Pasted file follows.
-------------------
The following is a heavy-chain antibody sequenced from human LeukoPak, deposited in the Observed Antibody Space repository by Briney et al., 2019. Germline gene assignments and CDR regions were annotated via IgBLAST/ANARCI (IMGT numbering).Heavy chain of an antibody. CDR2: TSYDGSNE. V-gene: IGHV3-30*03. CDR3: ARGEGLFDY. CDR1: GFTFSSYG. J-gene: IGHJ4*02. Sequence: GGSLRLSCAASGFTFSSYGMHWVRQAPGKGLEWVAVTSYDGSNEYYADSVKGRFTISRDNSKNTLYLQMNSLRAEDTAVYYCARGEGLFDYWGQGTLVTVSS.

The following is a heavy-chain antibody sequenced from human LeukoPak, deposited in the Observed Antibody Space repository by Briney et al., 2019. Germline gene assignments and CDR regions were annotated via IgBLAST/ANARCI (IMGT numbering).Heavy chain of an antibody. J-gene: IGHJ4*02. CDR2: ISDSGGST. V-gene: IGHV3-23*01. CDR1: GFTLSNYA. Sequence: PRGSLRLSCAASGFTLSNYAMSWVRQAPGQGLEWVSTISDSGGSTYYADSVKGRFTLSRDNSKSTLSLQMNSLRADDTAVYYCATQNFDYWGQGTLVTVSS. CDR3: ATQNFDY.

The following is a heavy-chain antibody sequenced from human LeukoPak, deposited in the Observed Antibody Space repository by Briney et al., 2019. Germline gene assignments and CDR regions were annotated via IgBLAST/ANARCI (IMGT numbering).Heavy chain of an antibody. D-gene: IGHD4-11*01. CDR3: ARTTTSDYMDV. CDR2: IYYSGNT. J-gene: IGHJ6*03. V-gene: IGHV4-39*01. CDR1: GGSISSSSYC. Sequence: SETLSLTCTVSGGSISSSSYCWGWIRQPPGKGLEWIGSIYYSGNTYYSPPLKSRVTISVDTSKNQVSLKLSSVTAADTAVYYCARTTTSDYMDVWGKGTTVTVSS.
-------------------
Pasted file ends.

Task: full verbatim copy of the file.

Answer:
The following is a heavy-chain antibody sequenced from human LeukoPak, deposited in the Observed Antibody Space repository by Briney et al., 2019. Germline gene assignments and CDR regions were annotated via IgBLAST/ANARCI (IMGT numbering).Heavy chain of an antibody. CDR2: TSYDGSNE. V-gene: IGHV3-30*03. CDR3: ARGEGLFDY. CDR1: GFTFSSYG. J-gene: IGHJ4*02. Sequence: GGSLRLSCAASGFTFSSYGMHWVRQAPGKGLEWVAVTSYDGSNEYYADSVKGRFTISRDNSKNTLYLQMNSLRAEDTAVYYCARGEGLFDYWGQGTLVTVSS.

The following is a heavy-chain antibody sequenced from human LeukoPak, deposited in the Observed Antibody Space repository by Briney et al., 2019. Germline gene assignments and CDR regions were annotated via IgBLAST/ANARCI (IMGT numbering).Heavy chain of an antibody. J-gene: IGHJ4*02. CDR2: ISDSGGST. V-gene: IGHV3-23*01. CDR1: GFTLSNYA. Sequence: PRGSLRLSCAASGFTLSNYAMSWVRQAPGQGLEWVSTISDSGGSTYYADSVKGRFTLSRDNSKSTLSLQMNSLRADDTAVYYCATQNFDYWGQGTLVTVSS. CDR3: ATQNFDY.

The following is a heavy-chain antibody sequenced from human LeukoPak, deposited in the Observed Antibody Space repository by Briney et al., 2019. Germline gene assignments and CDR regions were annotated via IgBLAST/ANARCI (IMGT numbering).Heavy chain of an antibody. D-gene: IGHD4-11*01. CDR3: ARTTTSDYMDV. CDR2: IYYSGNT. J-gene: IGHJ6*03. V-gene: IGHV4-39*01. CDR1: GGSISSSSYC. Sequence: SETLSLTCTVSGGSISSSSYCWGWIRQPPGKGLEWIGSIYYSGNTYYSPPLKSRVTISVDTSKNQVSLKLSSVTAADTAVYYCARTTTSDYMDVWGKGTTVTVSS.